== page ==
If you're not interested in changing your foot-strike habits, there is one simple adjustment that seems to universally benefit all long-distance runners: take more strides. A systematic review published to the journal Sports Health in 2012 found consistent evidence in the scientific literature that taking more and shorter strides alleviated pressure at the hip, knee, and ankle joints.
While most humans no longer need to literally run for their lives, running is one of the easiest forms of exercise to extend lives. On that point, science is nearly unanimous.
(Images: AP, Rothschild via S&C Journal)
The interplay between science and religion rarely strays from popular discussion. Since the issue is so charged, articles espousing varying views on the matter prompt both criticism and praise across the Internet. Particularly popular is the matter of God's existence or nonexistence.
Last Christmas, Eric Metaxas penned a widely-shared piece for the Wall Street Journal arguing, in essence, that research shows that Earth-like life is so rare and so special that scientific evidence now increasingly favors the notion that some sort of creator put us here.
Metaxas is not a scientist, of course, and unsurprisingly, his article completely misrepresented how science works. Just because science has shown thus far that intelligent life is relatively rare throughout the universe, such evidence does not say anything about the existence of God. It simply says that life is relatively rare. That's all.
Even if Metataxas presented stronger evidence, his argument still would have failed spectacularly. We can use Star Trek to elucidate why.
Perhaps the strongest evidence possible for the existence of God would be if some being came down from the sky and repeated all the feats performed in the Bible. But, as one enlightened listener of the Skeptics' Guide to the Universe (SGU) podcast recently pointed out, "What could a God do that couldn't either be done by a being such as Q or faked with high technology? Even if the Bible were 100% true, how could we be sure it wasn't just some Q-like being screwing with us?"
The reader was referencing one of the most powerful and memorable characters in Star Trek, an eccentric, apparently omnipotent entity with a flair for the dramatic and a tendency to cause mischief.
Yale neurologist Steven Novella, host of the SGU, concurred with the listener's logic.
"If you hypothesize a being that is outside of the laws of the universe, how can a being like a human who is constrained by those laws ever be able to evaluate evidence that demonstrates the existence of the being outside those laws? The answer is you can't... There is no experiment we can do, no observation that we can do... to distinguish between an advanced alien and God."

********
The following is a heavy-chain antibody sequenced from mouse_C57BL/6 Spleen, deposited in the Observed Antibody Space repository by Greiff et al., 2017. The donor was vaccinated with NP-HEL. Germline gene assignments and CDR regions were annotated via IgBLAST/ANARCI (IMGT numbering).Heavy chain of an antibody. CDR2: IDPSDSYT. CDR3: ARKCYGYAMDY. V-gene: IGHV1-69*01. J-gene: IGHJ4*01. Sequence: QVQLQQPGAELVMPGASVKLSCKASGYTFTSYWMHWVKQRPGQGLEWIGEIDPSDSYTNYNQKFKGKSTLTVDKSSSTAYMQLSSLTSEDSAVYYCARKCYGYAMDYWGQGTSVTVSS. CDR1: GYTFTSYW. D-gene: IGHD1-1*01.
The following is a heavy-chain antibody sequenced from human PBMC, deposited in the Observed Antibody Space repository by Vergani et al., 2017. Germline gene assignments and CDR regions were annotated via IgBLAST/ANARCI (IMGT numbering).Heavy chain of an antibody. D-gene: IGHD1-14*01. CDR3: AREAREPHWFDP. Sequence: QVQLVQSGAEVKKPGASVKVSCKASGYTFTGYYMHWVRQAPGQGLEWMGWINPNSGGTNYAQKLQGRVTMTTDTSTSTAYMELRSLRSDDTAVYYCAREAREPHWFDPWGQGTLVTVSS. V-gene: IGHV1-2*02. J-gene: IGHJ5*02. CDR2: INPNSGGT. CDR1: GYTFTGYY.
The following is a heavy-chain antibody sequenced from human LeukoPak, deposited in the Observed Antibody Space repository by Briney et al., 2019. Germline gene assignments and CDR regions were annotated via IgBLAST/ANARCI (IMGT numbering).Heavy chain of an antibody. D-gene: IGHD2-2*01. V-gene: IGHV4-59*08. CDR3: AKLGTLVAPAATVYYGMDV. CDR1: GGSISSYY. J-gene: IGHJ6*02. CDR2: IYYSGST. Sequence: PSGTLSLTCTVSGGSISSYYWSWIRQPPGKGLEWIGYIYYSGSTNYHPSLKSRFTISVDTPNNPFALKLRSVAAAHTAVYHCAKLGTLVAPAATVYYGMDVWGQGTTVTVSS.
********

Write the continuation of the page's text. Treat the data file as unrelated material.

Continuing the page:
For those unacquainted with Star Trek, Rabbi Alan Lurie stated the "Q Problem" in layman's terms over at Huffington Post. Describing a debate between theists and atheists over the existence of God, he wrote:
Michael Shermer said that he'd find convincing proof [of God's existence], "if you could have God grow new limbs on amputees from the Iraq war, Christian soldiers, praying for them to be healed."
But that was actually poor logic from Shermer. As Lurie pointed out:
Even if this did happen, it would not prove the existence of God but would instead prove that there is some kind of regenerative force or energy that responds to the right kind of conscious thought. Likewise, a glowing presence and booming voice appearing on the White House lawn proclaiming "I am the Lord your God, who took you out of the land of Egypt, the house of bondage" as the waters of the Potomac part, would prove that there is an entity with powerful technology, and would be no more a proof of God than an airplane to a cave man.
Science is a far-reaching enterprise, but its purview is constrained to the natural world. Seeing as how God is undeniably a supernatural concept, the question of his existence falls outside science's reach. No scientific evidence will ever conclusively prove the existence of God.
Arguably, it is more difficult to be a scientist today than ever before. Faculty positions are few and far between. A mere 20% of federal grant proposals are actually funded, and the biomedical professors lucky enough to score an R01, the granddaddy of NIH grants, are usually not awarded their first until the ripe old age of 42. In short, there are too many PhD's and not enough jobs and money to support them.